Most sane people would say no. See, you farm out services to people when you can make more doing your trade than the service being farmed out.
That's the way the world use to work. See, I can make more money doing my work as an accountant than I can save by butchering my own meat, changing my oil (actually anything mechanical), and framing my basement.
So I farm out those services and pay for them from the wages I earn doing things for people that is cheaper than they can do for themselves.
It works over an over again. It's how economies work.
It's also how governments are supposed to work. See governments do the work for the people that is collectively cheaper than they can do it for themselves.
It's also used to be that government workers made less but had more job security. Now they get more pay, more benefits and more security than the workforce at large and it's crushing our economy..........
But hey someone has to go out in the field to count zebra mussels in the great lakes. Shouldn't they be paid big bucks for that?The number of federal workers earning $150,000 or more a year has soared tenfold in the past five years and doubled since President Obama took office, a USA TODAY analysis finds.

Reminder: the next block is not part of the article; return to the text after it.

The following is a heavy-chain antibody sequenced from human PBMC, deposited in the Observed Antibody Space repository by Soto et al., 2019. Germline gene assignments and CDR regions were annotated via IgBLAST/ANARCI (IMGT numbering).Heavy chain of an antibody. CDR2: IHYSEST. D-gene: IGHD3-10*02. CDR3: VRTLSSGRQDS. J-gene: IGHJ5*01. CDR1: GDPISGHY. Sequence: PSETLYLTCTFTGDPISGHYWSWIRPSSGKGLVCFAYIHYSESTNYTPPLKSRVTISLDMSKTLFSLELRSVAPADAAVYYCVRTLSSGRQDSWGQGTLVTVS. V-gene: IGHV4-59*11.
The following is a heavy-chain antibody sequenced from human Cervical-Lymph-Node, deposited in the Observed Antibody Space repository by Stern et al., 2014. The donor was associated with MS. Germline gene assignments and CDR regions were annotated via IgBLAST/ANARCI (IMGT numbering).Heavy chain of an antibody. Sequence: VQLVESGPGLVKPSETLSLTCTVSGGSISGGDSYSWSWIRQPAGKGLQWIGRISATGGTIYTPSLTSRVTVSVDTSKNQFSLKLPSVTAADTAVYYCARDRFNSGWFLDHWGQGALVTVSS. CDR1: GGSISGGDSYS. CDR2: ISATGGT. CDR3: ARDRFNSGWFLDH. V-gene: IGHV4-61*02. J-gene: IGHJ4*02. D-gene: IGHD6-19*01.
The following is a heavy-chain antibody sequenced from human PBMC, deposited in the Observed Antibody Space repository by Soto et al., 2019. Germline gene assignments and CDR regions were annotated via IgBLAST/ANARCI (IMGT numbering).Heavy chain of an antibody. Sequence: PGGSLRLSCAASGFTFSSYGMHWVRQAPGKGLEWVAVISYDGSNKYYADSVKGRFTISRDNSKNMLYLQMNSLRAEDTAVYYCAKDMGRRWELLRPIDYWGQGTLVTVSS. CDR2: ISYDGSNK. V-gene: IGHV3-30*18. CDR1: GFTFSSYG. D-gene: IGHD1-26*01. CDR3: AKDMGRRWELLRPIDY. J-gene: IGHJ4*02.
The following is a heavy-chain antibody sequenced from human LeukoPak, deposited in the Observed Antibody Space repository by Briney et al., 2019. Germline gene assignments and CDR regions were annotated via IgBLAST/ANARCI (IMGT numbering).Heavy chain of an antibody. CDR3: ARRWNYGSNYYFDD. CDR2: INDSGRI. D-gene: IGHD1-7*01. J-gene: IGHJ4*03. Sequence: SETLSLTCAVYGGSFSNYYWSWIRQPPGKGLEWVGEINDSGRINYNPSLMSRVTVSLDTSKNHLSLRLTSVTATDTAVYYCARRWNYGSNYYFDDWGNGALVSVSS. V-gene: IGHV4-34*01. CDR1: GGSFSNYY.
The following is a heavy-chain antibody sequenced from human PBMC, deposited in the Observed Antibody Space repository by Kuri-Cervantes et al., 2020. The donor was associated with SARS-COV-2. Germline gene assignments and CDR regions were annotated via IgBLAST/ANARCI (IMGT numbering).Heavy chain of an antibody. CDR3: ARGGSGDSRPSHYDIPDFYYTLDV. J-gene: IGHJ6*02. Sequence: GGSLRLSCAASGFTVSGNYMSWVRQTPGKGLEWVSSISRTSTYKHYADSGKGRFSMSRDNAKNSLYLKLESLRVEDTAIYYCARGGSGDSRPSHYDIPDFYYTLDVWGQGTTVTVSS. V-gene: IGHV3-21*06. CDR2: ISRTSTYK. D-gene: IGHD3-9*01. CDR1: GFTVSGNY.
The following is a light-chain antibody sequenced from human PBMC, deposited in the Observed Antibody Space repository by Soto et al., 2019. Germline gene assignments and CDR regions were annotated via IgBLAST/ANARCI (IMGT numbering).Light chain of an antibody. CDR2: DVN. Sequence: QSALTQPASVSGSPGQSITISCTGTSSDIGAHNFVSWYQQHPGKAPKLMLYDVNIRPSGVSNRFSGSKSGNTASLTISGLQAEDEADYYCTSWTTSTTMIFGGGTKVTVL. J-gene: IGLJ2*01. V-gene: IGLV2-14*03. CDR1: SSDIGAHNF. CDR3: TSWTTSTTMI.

The fast-growing pay of federal employees has captured the attention of fiscally conservative Republicans who won control of the U.S. House of Representatives in last week's elections. Already, some lawmakers are planning to use the lame-duck session that starts Monday to challenge the president's plan to give a 1.4% across-the-board pay raise to 2.1 million federal workers.Rep. Jason Chaffetz, R-Utah, who will head the panel overseeing federal pay, says he wants a pay freeze and prefers a 10% pay cut. "It's stunning when you see what's happened to federal compensation," he says. "Every metric shows we're heading in the wrong direction."
National Treasury Employees Union President Colleen Kelley counters that the proposed raise "is a modest amount and should be implemented" to help make salaries more comparable with those in the private sector.
Federal salaries have grown robustly in recent years, according to a USA TODAY analysis of Office of Personnel Management data. Key findings: